Paczki

This being the day after Mardi Gras (commonly known as Ash Wednesday, in which certain religious people smear ashes on their foreheads and walk around looking like Woody at the end of toy story, but also known as “Trash Wednesday” by the people of New Orleans,) I'm going to talk a bit about Paczki.

In Detroit, Mardi Gras is known as Paczki Day, and is celebrated as the first day of availability (and in some cases the ONLY day of availability) for these Polish delights that are made to celebrate the feast of plenty before Lent begins. I learned that from reading the box (and which of life’s mysteries can’t be solved by reading the propaganda on food boxes at grocery stores?)

In Indiana, Paczki mystically appear in early February, clogging grocery store entrances and causing the uninitiated to wonder, “Why the hell are they pushing jelly doughnuts in February? Is this national jelly doughnut month? And what the hell is this word on the box?” etc… These damned (go ahead, give it 2 syllables... DAM-ned) things coagulate in the entrances of our grocery stores because Mardi Gras is coming—sometimes a month away. It’s like the first Christmas—I’m sorry—holiday trees appearing in Wal-Mart at the same time the Halloween costumes do. It’s inevitable. Its—Its—Marketing. (shudder)

I am torn when it comes to the mystical, magical Paczki.

Initially, I reviled this pastry, simply because of the name. My midwestern America-centric self wanted to pronounce it the old “hooked on phonics” way. You know… PACKZ-key. Then my overly-analytical side kicked in to say, “Well, in Tupac, the pac is pronounced POCK, so it could be POCKZ-key.” Then I ventured into the unwanted realms of dead languages, and remember how “i” is pronounced at the ends of Latin pluralities. Then the box reminds me that I am either a self-centered American, or simply mentally deficient, as it is pronounced PUNCH-key in its native tongue. Even that is misleading, as it turns out that it's pronounced more POONCH-key than PUNCH-key.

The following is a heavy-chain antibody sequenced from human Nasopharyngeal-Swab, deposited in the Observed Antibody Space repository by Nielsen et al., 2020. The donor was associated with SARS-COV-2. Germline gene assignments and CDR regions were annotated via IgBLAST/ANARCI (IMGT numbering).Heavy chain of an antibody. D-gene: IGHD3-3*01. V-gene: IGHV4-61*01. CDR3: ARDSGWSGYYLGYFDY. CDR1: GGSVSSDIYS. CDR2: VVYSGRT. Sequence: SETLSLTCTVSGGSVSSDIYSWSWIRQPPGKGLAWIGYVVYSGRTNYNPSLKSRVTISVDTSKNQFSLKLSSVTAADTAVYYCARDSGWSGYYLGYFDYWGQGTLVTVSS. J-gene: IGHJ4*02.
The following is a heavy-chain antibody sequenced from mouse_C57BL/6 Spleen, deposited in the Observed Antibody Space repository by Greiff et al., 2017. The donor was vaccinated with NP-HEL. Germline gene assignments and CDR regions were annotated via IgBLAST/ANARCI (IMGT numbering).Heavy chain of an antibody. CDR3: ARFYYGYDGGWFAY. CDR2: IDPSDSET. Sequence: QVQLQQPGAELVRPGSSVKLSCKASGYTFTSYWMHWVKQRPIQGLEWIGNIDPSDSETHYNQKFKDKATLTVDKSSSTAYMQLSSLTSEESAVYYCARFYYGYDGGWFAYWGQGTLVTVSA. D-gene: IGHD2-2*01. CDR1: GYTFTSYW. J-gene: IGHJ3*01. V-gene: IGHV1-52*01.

The more I think about it, the madder I get, until I realize that I shouldn’t care what the real pronunciation is, as most Americans, make a point of pronouncing foreign words incorrectly. Just ask any Hoosier where Versailles is. Pronounce it correctly (roughly VER-sigh with a very slight, almost undetectable “yuh” at the end.) They’ll scratch their heads and give you a blank stare. Show it to them on a map, and they’ll say, “Oh! You mean VER-SAILS, you dumbass!”

(On a side note, I often wonder how history would currently read if there was a Treaty of VER-SAILS. Probably many more nonfunctional Camaros on the lawns of many more mobile homes, I’d wager…)

On the plus side, they’re incredibly tasty and heartier (strange word, I know, but try one and you'll understand) than your average jelly doughnut. My personal preference leans to the powdered sugar covered raspberry filled PACKZ-key. Go ahead and buy some. Decorate your holiday tree with them. In a few months, you’ll be stuck with ordinary jelly doughnuts. They just don’t compare.

Not even in VER-SAILS…